This post is the second in a three part Shorts of All Sorts NYC series.
The 4th Annual #DirectedbyWomen Worldwide Film Viewing Party is underway. There are SO MANY women directors to turn our attention to. It takes a global village to embrace the richness of what women directors are making and have made since the start of cinema history. That’s what we’re working on mobilizing. Join us.
Although we can’t all be at every screening and we can’t all watch every film by women directors—there are TOO MANY for any of us to experience on our own—we CAN join together throughout the month of September to delight in as many women directed films as we can. And we can turn our attention to what women directors have to say about their work—and be on the lookout for opportunities to experience them when possible.
To help film lovers discover and appreciate the filmmakers’ whose work will screen during the Shorts of All Sorts NYC event September 3, 2018 at Videology Bar & Cinema in Brooklyn, #DirectedbyWomen invited them to contribute to the Conversation series by responding to just one question…
“Could you please tell us about a moment during the making of your film when you could feel your vision coming together or when you overcame a challenge in a satisfying way?”
Many of the women with work screening in Shorts of All Sorts had a chance to respond. Here’s what Georgina Bates, Paula Weiss, Sarah Harper and Lexee McEntee, Christina Raia, Anais Taracena and Georgia Cook had to say about their filmmaking processes. Part 1 of the series is available now and stay tuned for Part 3 on Monday.
Unstoppable directed by Georgina Bates
I had started to have some doubts about what I had put into the shot list, and was warned some things might not work or maybe not add to the film…being a first time filmmaker dealing with multiple locations, a small crew, a cast, I was trying to handle it all and learn in the process. With typical obstacles like not having the right lighting at times, etc. I was ready to give up on some of my ideas. One of my dancers, Jazmine, encouraged me to try out all my ideas and decide later. I was SO happy I did. The shot where Lex presents the cupcakes with a smile, then a stern look, and then devours them, made me feel like this vision was coming together. It was exactly what I had imagined, in the right tone, and said a lot of what I wanted to say. Also seeing Noriko in action with her boxing gloves really inspired me, and made me feel like this could empower someone. All the elements came together, and I was especially lucky to have such an amazing group of women with many talents!I worried about the locations and how they might look, or if everything would be smooth. The Maltese Center (which I secured just by walking in and asking after noticing they had a pool table, and making buddies with a guy), at the last minute, was almost unavailable to us, but somehow at the last minute we were able to make it in there which fulfilled so many of my desired shots. When we arrived for the first exterior shot at 5am, the location was gated off and closed. Luckily my DP knew exactly what to do and we resolved it, but that was a major panic moment for me. I had to be flexible and change my initial idea, and it worked out well with the light and texture of the environment.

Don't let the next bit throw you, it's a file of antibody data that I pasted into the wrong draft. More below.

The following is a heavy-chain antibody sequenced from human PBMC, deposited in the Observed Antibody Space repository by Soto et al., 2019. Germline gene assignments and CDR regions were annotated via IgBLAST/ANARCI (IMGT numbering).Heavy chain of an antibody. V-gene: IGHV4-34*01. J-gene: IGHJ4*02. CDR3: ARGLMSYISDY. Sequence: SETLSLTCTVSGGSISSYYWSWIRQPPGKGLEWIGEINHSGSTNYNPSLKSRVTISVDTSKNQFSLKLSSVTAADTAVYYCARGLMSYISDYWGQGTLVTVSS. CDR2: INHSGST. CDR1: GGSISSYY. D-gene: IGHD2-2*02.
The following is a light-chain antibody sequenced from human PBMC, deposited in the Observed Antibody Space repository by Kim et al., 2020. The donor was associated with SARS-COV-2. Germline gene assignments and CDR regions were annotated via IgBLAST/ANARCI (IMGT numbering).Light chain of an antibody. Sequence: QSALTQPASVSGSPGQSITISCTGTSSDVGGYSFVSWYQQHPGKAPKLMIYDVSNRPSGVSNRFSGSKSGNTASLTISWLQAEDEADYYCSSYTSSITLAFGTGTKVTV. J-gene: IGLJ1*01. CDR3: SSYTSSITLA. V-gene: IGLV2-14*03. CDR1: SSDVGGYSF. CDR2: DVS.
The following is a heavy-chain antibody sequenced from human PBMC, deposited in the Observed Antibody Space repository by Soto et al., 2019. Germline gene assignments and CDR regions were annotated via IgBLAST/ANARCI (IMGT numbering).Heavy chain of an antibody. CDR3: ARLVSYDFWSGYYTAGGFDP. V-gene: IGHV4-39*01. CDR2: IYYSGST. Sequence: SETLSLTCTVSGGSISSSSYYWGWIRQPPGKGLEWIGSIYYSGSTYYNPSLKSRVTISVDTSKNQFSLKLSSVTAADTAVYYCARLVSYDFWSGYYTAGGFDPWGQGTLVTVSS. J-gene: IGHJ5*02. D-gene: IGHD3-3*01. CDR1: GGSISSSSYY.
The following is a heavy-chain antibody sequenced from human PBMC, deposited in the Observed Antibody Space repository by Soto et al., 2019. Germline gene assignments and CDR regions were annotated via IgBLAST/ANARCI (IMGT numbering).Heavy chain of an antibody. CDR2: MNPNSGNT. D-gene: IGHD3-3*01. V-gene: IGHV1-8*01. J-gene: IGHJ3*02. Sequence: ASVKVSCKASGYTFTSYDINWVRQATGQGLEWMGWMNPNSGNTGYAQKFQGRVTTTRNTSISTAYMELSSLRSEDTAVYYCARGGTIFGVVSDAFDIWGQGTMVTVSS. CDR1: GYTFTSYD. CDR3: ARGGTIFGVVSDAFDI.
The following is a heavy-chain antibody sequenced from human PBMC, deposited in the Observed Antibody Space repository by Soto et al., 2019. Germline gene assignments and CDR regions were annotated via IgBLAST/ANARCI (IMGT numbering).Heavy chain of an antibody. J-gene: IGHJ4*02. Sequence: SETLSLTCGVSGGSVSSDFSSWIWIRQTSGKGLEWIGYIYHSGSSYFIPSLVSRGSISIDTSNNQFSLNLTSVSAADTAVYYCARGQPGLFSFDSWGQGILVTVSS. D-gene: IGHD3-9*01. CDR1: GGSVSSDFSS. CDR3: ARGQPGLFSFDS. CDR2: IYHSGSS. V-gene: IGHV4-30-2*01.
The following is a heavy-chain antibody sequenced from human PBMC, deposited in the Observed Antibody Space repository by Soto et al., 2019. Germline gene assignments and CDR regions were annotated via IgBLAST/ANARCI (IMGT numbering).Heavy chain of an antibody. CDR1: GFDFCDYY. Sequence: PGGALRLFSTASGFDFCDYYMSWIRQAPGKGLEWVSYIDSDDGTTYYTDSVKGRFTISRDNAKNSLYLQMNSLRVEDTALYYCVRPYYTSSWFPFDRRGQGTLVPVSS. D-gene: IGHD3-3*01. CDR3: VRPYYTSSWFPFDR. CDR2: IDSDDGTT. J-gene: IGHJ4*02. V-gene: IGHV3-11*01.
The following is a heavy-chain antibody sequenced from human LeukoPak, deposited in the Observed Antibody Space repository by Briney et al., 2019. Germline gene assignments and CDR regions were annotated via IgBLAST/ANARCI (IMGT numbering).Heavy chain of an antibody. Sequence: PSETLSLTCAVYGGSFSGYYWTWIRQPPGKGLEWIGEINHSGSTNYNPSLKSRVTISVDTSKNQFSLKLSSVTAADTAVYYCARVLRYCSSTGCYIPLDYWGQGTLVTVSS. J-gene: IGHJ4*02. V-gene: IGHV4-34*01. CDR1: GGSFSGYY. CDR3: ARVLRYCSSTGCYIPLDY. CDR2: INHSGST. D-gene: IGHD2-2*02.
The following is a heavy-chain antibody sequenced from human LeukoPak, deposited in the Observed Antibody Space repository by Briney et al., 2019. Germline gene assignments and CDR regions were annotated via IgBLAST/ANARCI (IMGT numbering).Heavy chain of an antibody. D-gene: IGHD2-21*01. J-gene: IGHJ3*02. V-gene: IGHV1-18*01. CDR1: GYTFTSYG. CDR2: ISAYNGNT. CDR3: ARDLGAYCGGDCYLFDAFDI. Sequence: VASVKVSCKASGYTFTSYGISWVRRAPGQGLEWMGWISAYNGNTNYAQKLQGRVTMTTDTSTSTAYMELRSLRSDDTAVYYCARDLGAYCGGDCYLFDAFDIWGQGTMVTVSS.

Georgina Bates is scheduled to be at Videology on September 3, 2018 for the Shorts of All Sorts NYC screening.
Porn: First Episode directed by Paula Weiss
PORN was my first work as a director, and the whole recording was surprisingly rewarding in this sense because for the first time I could see a script of mine materialize according to my expectations. However, one of the most satisfying points of all for the series for me is in the way we have been able to show sex and female sexual desire. In the first episode, which is the one that will be shown as a short at the festival, this is not present yet but there is a clue to that development in the first scene, which shows one of the protagonists bored with a cold and bland sex, which is considered as satisfying by her boyfriend. If there is anything that makes me proud in all the season, it is that I have been able to express, through fiction, that women are also sexual beings, not just objects.
Mom directed by Sarah Harper and Lexee McEntee